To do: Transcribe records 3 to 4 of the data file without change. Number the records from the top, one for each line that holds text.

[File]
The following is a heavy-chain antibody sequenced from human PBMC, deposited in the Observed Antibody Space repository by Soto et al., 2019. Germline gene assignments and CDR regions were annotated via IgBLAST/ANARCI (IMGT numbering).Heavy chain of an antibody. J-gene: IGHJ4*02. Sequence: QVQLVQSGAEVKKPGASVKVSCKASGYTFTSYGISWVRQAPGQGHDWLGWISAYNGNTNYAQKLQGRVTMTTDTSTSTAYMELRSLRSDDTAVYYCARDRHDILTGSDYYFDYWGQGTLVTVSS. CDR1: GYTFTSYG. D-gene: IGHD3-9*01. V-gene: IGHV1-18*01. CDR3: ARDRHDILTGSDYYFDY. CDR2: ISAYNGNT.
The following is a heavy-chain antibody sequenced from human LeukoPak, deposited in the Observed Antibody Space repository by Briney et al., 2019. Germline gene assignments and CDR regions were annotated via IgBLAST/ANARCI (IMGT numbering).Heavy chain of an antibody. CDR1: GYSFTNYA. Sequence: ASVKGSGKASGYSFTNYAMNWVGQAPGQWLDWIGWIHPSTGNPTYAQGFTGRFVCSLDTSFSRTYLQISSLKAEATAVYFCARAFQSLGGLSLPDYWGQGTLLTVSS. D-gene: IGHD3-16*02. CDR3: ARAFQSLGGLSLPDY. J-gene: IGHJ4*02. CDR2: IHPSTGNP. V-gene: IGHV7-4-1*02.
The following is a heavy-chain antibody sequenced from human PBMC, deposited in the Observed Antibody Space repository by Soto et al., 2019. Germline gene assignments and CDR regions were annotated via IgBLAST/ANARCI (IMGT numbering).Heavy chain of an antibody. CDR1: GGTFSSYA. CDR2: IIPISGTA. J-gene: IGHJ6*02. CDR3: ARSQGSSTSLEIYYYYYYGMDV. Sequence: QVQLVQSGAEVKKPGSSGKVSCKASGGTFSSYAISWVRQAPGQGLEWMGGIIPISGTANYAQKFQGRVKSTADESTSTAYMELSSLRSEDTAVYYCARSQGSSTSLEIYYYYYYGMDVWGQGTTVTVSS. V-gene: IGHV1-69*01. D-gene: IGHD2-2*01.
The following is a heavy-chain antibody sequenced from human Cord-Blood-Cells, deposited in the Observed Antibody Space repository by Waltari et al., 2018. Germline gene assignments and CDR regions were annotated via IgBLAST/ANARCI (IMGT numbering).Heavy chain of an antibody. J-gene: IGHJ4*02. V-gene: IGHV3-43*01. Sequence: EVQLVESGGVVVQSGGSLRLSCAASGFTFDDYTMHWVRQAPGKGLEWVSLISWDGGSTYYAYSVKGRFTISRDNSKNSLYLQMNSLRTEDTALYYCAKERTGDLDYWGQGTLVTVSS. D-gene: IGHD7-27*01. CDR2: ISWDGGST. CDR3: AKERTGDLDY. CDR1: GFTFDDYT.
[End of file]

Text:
The following is a heavy-chain antibody sequenced from human PBMC, deposited in the Observed Antibody Space repository by Soto et al., 2019. Germline gene assignments and CDR regions were annotated via IgBLAST/ANARCI (IMGT numbering).Heavy chain of an antibody. CDR1: GGTFSSYA. CDR2: IIPISGTA. J-gene: IGHJ6*02. CDR3: ARSQGSSTSLEIYYYYYYGMDV. Sequence: QVQLVQSGAEVKKPGSSGKVSCKASGGTFSSYAISWVRQAPGQGLEWMGGIIPISGTANYAQKFQGRVKSTADESTSTAYMELSSLRSEDTAVYYCARSQGSSTSLEIYYYYYYGMDVWGQGTTVTVSS. V-gene: IGHV1-69*01. D-gene: IGHD2-2*01.
The following is a heavy-chain antibody sequenced from human Cord-Blood-Cells, deposited in the Observed Antibody Space repository by Waltari et al., 2018. Germline gene assignments and CDR regions were annotated via IgBLAST/ANARCI (IMGT numbering).Heavy chain of an antibody. J-gene: IGHJ4*02. V-gene: IGHV3-43*01. Sequence: EVQLVESGGVVVQSGGSLRLSCAASGFTFDDYTMHWVRQAPGKGLEWVSLISWDGGSTYYAYSVKGRFTISRDNSKNSLYLQMNSLRTEDTALYYCAKERTGDLDYWGQGTLVTVSS. D-gene: IGHD7-27*01. CDR2: ISWDGGST. CDR3: AKERTGDLDY. CDR1: GFTFDDYT.